Frederick Goddard Tuckerman was a 19th century American poet and, at least for a short time, he worked as a lawyer. He became more famous during the next century rather than when he was alive. He is best known for his considerable output of sonnets although he did write in other forms besides that. His work has often been included in anthologies of notable American poets.
He was born on the 4th February 1821 into a Boston, Massachusetts family living in prosperous circumstances. He studied at Harvard University but did not complete his time there due to a medical problem concerning his eyesight. Despite this he was able to go to law school, graduating in 1842 and being admitted to the bar. This career did not please him though and he was quoted as saying that law practice was “distasteful”. His family circumstances meant that there was no need for him to actually earn a living so he then decided to concentrate on much more agreeable past times such as literature, astronomy and botany. He seemed to withdraw from society after a move in 1847 to Greenfield, western Massachusetts.
Solitude suited him and allowed him the time to write and study nature but this did not prevent him from occasional foreign trips. In England he struck up a life-long friendship with Alfred, Lord Tennyson and he became one of many established writers who Tuckerman was drawn to. Others would include such luminaries as Henry Wadsworth Longfellow, Nathaniel Hawthorne and Emily Dickinson.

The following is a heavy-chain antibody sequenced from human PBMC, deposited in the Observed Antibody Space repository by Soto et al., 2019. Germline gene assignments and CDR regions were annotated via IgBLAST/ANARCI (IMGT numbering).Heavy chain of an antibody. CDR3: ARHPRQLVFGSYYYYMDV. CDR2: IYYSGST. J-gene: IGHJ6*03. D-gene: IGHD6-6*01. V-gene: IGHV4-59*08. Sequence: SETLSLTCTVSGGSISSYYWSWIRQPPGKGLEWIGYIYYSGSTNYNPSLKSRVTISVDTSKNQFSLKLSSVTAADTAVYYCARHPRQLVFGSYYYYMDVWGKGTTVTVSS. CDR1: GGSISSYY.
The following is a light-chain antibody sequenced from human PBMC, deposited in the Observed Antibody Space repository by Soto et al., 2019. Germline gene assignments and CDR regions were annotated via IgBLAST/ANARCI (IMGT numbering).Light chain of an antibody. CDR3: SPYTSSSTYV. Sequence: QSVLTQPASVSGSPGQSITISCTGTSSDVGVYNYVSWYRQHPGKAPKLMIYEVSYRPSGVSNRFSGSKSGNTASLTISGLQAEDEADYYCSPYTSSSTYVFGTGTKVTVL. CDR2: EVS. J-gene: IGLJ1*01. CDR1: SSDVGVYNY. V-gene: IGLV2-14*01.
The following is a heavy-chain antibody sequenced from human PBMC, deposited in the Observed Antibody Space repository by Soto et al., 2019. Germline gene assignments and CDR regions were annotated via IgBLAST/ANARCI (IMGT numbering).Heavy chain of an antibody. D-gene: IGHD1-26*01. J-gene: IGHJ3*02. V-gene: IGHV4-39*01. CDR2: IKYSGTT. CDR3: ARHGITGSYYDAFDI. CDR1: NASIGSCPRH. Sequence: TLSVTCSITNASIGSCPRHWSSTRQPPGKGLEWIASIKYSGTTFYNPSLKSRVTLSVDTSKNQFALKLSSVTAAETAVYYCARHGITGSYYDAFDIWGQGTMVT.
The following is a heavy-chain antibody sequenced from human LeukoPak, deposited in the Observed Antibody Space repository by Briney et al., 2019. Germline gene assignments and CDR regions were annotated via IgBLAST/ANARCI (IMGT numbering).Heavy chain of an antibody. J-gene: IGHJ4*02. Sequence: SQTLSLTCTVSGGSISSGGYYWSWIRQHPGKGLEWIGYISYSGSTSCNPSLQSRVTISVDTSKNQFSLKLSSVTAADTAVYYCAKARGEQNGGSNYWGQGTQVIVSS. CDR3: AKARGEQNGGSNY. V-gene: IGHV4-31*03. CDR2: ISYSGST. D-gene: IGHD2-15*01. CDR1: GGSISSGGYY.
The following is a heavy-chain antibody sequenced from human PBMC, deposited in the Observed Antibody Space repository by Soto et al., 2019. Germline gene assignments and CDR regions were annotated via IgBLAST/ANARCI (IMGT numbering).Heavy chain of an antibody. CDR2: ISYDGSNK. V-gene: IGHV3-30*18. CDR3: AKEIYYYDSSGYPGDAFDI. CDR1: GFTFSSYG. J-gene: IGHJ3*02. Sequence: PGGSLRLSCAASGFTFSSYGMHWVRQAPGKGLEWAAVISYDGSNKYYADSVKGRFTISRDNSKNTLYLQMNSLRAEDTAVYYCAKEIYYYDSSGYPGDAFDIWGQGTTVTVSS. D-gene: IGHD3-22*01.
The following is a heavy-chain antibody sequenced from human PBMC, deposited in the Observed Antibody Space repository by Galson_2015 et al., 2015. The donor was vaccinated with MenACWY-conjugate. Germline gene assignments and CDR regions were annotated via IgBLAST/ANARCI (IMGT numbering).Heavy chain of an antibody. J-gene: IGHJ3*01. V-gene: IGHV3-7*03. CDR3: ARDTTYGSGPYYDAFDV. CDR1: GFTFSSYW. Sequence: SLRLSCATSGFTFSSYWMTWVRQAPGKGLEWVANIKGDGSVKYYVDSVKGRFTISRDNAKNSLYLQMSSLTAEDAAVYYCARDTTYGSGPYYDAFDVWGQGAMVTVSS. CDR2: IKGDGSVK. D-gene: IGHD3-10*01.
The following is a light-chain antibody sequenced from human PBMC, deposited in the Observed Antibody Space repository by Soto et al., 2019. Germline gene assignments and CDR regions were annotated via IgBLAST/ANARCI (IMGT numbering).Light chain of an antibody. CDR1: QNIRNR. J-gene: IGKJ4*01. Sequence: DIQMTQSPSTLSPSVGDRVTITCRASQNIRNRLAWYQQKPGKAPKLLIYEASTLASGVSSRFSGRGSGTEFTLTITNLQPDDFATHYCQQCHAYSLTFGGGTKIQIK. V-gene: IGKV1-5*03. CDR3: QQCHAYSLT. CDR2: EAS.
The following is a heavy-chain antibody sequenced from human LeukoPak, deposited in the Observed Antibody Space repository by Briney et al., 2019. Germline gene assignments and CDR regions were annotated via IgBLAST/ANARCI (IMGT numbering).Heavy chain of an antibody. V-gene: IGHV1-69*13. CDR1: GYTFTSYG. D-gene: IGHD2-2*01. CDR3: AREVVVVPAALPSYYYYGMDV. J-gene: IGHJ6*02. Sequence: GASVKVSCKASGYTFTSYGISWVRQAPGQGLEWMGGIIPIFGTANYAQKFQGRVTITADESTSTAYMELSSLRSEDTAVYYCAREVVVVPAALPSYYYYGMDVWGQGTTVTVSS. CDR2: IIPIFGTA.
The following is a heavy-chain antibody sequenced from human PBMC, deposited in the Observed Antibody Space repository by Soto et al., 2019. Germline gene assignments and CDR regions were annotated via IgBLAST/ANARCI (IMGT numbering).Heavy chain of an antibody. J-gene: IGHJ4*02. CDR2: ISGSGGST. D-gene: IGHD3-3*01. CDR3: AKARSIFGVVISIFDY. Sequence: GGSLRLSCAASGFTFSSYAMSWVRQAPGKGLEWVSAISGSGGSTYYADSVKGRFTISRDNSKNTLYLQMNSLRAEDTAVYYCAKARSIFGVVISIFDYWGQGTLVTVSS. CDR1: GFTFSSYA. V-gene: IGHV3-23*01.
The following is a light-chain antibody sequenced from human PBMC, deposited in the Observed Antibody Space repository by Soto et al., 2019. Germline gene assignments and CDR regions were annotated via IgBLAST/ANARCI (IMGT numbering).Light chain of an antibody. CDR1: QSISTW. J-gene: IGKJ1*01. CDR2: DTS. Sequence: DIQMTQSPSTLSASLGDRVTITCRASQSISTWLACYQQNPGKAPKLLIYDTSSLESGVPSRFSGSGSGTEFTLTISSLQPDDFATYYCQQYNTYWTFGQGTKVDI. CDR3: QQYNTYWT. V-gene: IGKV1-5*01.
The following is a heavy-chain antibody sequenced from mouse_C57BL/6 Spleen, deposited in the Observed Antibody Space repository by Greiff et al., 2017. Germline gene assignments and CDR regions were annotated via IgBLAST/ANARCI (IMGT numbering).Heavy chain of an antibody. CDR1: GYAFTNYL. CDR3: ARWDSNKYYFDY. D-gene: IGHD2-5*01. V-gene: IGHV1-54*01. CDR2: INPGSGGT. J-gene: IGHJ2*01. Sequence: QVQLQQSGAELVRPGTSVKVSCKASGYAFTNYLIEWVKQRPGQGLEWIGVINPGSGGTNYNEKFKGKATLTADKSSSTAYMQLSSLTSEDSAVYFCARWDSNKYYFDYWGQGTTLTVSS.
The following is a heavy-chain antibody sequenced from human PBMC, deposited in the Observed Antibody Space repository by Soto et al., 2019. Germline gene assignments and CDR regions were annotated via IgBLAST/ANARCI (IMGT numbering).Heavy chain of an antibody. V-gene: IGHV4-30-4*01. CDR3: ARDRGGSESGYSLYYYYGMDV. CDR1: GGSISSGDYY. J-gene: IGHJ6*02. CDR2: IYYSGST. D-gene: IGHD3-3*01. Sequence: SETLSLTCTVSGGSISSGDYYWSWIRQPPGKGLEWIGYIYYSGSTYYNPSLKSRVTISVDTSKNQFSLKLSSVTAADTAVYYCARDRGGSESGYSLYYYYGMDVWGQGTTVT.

He was, perhaps, encouraged by others to publish his only collection of poetry in 1860. The book, titled Poems, was favourably received by both readers and other writers but was not commercially successful. He was certainly not tempted to make other attempts to have work published. He felt that he had “exposed himself to the world” quite enough, and was happy to return to his happy life of peace and seclusion. He was not, however, alone at Greenfield as he had married soon after arriving there. His wife Hannah bore him three children but she tragically died giving birth to the last child only ten years into their marriage. Her death had a deep and significant effect on Tuckerman and caused him to withdraw even more.
He would spend hours studying in minute detail the structure of plants and would then write about his findings. An example of this can be seen in his poem
and it is reproduced here:
He wrote with great sensitivity and a desire to capture the tiniest of detail in everything that he observed in his botanical studies. He portrayed the fragility of nature as well as that of man who, he believed, is always susceptible to great pain and tragedy. Critics have said that he captured all of this with
Some said that he wrote in the Romantic tradition that was still prevalent in the mid-19th century. Although he favoured a life of quiet obscurity his work drew much appreciation, mostly after his death.
Frederick Goddard Tuckerman died in his beloved Greenfield home on the 9th May 1873. He was 52 years old.